4. Hire KOLs (Key Opinion Leaders) to speak for them.  John Boehner, Howard Dean and Rick Steves act as spokesmen for the marijuana industry.  Former politicians now serve on the boards of marijuana companies.

Don’t repeat the mistake:  Congress allowed the opiate industry to push pain pills and then waited far too many years to take action when it turned out to be a problem. Most (90%) of the young people who die of drug overdose began their drug use with marijuana. At least 68,000 people died of drug overdose last year.  Over-prescribing by doctors is only one of the reasons for this problem. We believe that it’s also related to marijuana legalization, fraudulent practices of the medical marijuana industry and the message that “drugs are harmless.”

Keith Humphreys and Chelsea Shover published a study showing that medical marijuana doesn’t lead to fewer opioid deaths, as previously claimed.

States that legalized pot found out that marijuana industry is impervious to regulation.

For complete article, go to  Stop the Wizard of Pot

 

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GLOBAL: S.A.M – Pot and Psychosis Linked, Yet Again!

FOR IMMEDIATE RELEASE July 17, 2019

BREAKING: Another Study Links Marijuana and Psychosis

(Alexandria, VA.) – Today, a study published in the American Journal of Psychiatry further links the use of marijuana with the onset of severe mental illness such as psychosis and schizophrenia. “This study is big as it is just one more in the scientific pile on connecting today’s potent pot with psychosis,’ said Dr. Kevin Sabet, president of Smart Approaches to Marijuana and a former senior drug policy advisor to the Obama Administration. The evidence is mounting; marijuana legalization is a failed experiment and continuing to expose people to the substance is paving the way for the next public health crisis.”The study followed over 7,600 individuals for a mean of 84 months. Among these, the cumulative risk for progression to schizophrenia was 11.3%. The risk for onset of mental illness was highest among marijuana users and lowest for alcohol abusers. This is just the latest in a string of data highlighting marijuana’s harmful impact.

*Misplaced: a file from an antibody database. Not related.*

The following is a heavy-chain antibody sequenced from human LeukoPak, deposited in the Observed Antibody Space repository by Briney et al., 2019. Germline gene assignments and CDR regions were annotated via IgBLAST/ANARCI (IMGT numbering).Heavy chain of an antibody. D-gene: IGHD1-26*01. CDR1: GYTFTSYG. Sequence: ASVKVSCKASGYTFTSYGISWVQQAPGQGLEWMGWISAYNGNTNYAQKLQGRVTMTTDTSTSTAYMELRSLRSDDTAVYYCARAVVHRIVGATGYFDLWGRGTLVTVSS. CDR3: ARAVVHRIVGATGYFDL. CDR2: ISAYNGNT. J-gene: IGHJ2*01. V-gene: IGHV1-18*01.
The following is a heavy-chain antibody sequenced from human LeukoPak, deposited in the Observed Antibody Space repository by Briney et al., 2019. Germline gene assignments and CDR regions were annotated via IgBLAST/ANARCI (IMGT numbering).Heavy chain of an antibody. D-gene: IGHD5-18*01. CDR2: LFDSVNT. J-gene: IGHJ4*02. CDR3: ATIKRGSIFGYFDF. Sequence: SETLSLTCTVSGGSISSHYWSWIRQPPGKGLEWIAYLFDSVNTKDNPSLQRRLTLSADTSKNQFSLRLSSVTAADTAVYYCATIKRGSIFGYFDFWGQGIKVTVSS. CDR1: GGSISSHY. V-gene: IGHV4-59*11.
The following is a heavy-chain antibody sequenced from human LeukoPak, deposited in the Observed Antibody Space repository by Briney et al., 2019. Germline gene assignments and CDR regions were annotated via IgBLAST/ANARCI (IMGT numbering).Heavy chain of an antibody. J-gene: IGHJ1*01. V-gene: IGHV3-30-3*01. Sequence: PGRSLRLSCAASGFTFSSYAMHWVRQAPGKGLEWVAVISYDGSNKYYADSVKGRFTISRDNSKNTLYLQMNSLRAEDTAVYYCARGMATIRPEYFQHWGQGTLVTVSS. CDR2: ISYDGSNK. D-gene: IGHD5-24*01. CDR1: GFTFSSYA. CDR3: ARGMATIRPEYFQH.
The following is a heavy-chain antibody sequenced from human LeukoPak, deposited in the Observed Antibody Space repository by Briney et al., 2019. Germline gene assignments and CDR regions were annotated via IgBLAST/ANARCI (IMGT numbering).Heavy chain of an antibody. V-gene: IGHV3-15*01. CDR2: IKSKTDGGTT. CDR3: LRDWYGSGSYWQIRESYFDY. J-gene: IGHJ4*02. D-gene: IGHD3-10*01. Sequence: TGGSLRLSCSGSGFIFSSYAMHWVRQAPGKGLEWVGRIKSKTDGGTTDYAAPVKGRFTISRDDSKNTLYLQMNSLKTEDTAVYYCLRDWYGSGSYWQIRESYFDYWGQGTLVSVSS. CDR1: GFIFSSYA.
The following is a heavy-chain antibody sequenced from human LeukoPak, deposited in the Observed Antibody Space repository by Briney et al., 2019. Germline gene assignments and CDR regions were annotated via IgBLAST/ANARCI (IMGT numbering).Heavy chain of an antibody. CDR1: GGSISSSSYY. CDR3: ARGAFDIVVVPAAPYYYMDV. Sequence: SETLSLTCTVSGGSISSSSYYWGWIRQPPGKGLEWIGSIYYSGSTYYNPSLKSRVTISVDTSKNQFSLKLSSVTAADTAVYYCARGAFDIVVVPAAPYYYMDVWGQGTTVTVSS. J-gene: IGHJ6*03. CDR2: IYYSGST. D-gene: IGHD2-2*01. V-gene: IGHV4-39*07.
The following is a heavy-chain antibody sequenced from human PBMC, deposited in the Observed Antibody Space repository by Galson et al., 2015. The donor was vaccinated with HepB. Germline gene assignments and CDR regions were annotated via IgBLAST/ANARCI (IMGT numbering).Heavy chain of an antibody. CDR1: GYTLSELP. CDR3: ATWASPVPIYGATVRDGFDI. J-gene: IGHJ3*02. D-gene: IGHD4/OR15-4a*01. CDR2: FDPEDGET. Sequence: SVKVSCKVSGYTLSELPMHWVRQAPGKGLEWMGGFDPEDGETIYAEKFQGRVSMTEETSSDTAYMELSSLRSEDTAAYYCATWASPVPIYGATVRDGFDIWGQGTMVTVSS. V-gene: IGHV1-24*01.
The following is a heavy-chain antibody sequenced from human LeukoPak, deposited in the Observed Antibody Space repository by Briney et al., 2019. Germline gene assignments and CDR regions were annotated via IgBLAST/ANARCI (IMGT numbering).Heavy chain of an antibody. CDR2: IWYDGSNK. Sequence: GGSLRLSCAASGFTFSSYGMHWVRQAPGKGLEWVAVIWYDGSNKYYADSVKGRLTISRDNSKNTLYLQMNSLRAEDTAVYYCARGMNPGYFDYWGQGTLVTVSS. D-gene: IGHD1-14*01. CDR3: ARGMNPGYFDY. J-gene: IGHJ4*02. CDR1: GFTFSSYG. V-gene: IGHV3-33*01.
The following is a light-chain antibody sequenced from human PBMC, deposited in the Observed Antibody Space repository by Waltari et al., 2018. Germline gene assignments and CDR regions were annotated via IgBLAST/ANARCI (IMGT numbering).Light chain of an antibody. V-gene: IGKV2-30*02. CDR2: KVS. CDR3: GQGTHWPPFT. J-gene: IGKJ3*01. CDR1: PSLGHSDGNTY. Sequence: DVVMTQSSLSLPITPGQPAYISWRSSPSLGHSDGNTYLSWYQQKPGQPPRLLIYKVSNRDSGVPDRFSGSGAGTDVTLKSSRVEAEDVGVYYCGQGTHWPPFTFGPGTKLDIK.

From previous, recent research we know that the use of high potency can increase the risk of psychosis five-fold.

In addition, a study released just this week found that young people living near a marijuana dispensary are more likely to have used the drug in the past month and hold favorable opinions of the substance.  “At a time when the supporters of Big Marijuana are calling on Congress to legalize the drug, the science continue to point to marijuana being a harm to health and safety,” continued Dr. Sabet. “It is time to put commonsense and public health above the corporate greed of Big Pot.
About SAM

Smart Approaches to Marijuana (SAM) is a nonpartisan, non-profit alliance of physicians, policy makers, prevention workers, treatment and recovery professionals, scientists, and other concerned citizens opposed to marijuana legalization who want health and scientific evidence to guide marijuana policies. SAM has affiliates in more than 30 states. Media

Contact: Colton Grace (864) 492-6719 E: Colton@learnaboutsam.org

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UK: You Keep Promoting ‘safer drug use’ and you’ll always get this!

Spice vape: Warning as nine collapse in Greater Manchester

16 July 2019